Power can manifest itself in many ways. Power isn’t always in the density of something but in the lightness of it. Kenji Omura’s spirited take on funk, sophisticated pop, and so many other smooth genres comes together into one powerful album: Gaijin Heaven. The late, great Kenji Omura, one time or some time YMO guitarist, draws from his background in jazz to create a delectable mix of styles cropping up in Japan in the early ’80s influenced by the sophisticated American urban music being created at that time. What you’ll hear in Gaijin Heaven are ultra-funky groovers slotting alongside ingenious soul covers. What you also get are his own chrome-plated sophisti-pop wonders that help it rise among nameless West Coast-influenced Japanese artists. Huge tinges of Roxy Music’s work in Avalon make Gaijin Heaven a not so distant cousin of it, with its different sort of sublimity in its own expertly polished luster. Perfect for the summer, Gaijin Heaven seems to have been made to soundtrack a gorgeous day outside your friendly confines.

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When conceiving my latest mix all I could think about was the works of master Impressionist painters. Where other painters try to highlight the contours and contrasts shapes, objects, and environments have between each other, these Impressionists tried to understand connections found among still and moving life. It’s an understanding of the beauty of gradients meeting their inherited boundaries together. To that end, producing studies in light and color not to present life as it was, but as the true essence of every conceived thing. The mix below crosses genres, moods, languages, and time periods but there is a focal point where some musical astrolabe is no longer necessary to place you. It’s summer and who needs to do so much heavy thinking. Just feel it man. We’re all in this together…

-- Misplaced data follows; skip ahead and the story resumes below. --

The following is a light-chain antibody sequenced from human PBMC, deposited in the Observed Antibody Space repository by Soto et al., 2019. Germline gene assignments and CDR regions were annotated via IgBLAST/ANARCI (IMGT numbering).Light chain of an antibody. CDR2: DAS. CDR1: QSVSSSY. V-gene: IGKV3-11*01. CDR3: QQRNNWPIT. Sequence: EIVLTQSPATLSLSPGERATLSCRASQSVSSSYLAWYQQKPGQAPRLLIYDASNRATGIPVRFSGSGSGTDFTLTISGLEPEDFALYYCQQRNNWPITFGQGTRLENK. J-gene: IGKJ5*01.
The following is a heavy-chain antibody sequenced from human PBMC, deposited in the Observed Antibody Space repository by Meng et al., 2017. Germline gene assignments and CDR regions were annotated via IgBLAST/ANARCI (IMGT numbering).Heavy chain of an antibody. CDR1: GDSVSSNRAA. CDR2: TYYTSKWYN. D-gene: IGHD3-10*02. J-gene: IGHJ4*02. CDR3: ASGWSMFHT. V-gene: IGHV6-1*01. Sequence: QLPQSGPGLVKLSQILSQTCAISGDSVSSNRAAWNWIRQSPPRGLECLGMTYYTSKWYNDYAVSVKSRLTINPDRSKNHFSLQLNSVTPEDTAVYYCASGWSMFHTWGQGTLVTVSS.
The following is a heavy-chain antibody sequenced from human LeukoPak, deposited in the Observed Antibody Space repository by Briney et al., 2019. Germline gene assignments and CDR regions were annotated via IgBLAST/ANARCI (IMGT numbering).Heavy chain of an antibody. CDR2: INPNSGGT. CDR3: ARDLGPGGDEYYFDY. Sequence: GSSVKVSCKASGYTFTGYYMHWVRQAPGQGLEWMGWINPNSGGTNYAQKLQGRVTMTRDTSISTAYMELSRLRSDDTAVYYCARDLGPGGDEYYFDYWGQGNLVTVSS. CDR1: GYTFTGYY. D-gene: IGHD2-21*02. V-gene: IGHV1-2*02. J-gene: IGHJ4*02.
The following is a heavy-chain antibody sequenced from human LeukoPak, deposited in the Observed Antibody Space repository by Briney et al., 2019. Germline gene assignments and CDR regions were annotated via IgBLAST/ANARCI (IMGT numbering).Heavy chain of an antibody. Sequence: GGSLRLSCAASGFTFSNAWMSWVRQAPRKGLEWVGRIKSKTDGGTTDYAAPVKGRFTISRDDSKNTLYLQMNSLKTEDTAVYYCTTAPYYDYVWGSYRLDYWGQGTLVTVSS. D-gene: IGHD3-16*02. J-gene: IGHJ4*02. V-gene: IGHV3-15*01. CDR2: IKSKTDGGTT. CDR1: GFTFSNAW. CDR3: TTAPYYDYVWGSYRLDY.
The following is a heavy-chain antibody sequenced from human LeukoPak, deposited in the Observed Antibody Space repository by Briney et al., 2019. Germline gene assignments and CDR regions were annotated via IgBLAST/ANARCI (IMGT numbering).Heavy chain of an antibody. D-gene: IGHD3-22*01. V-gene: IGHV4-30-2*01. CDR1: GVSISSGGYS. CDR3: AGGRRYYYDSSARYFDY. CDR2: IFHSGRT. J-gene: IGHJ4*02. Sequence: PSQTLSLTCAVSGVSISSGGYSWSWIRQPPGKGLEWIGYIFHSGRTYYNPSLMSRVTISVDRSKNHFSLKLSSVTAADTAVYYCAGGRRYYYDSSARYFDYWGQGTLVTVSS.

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We might not all be able to know the way to get on that righteous path but there are signals that could help us get there. These are ones found merely by observing that walk to it, in others. Adrian Sherwood’s experimental reggae and dub label On-U Sound wouldn’t have been what it came to be if he hadn’t felt divine inspiration from other sources. “Songs of Praise”, released a decade after the label’s creation, was the culmination of Adrian putting faith in an idea of a “psychedelic Africa”, one inspired by the visionary Fourth World music of “My Life in the Bush” by Brian Eno and David Byrne. That only gets you halfway. The true work and effort that allowed On-U Sound to reach that peak was derived from the hard toil of percussionist Bonjo Iyabinghi Noah who set a goal: create a new kind of experimental African music that could come from “a hole in the ground”, within the most humble places.

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Takashi Toyoda’s Big Bang promises in the back cover “total spiritual stability and stress relief” through 40-odd minutes of Japanese New Age music. What really stands out, though, is the word “BIG BANG” in the album title. Attempting to provide some respite from a stark external world, Takashi tries to create the first 1/f fluctuation or alpha wave music to do so. Thankfully, all the bad pink noise one expects out of modern YouTube-based pseudo-healing music doesn’t make its appearance here. What makes an appearance is Takashi’s overwhelming sense of dense musical space. One that has rooted those ideas into genuinely captivating musical ideas.

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So cool and forgotten. Very little is explored from such an integral member of the Art of Noise, that’s what makes this work enticing and exciting. Anne Dudley’s bite-sized background music for audio visual, television, radio, films, jingles, slide presentations, and advertising – part of a larger, less interesting “muzak” series – achieves exactly what it states on the cover: provide Melodic Lightly Rhythmic Underlays. More a collection of really fascinating snack size ambient, minimal, and New Age music, than background music, somehow Anne’s musicality takes what could be a very boring and injects it her own awfully pretty sentimentality and emotion.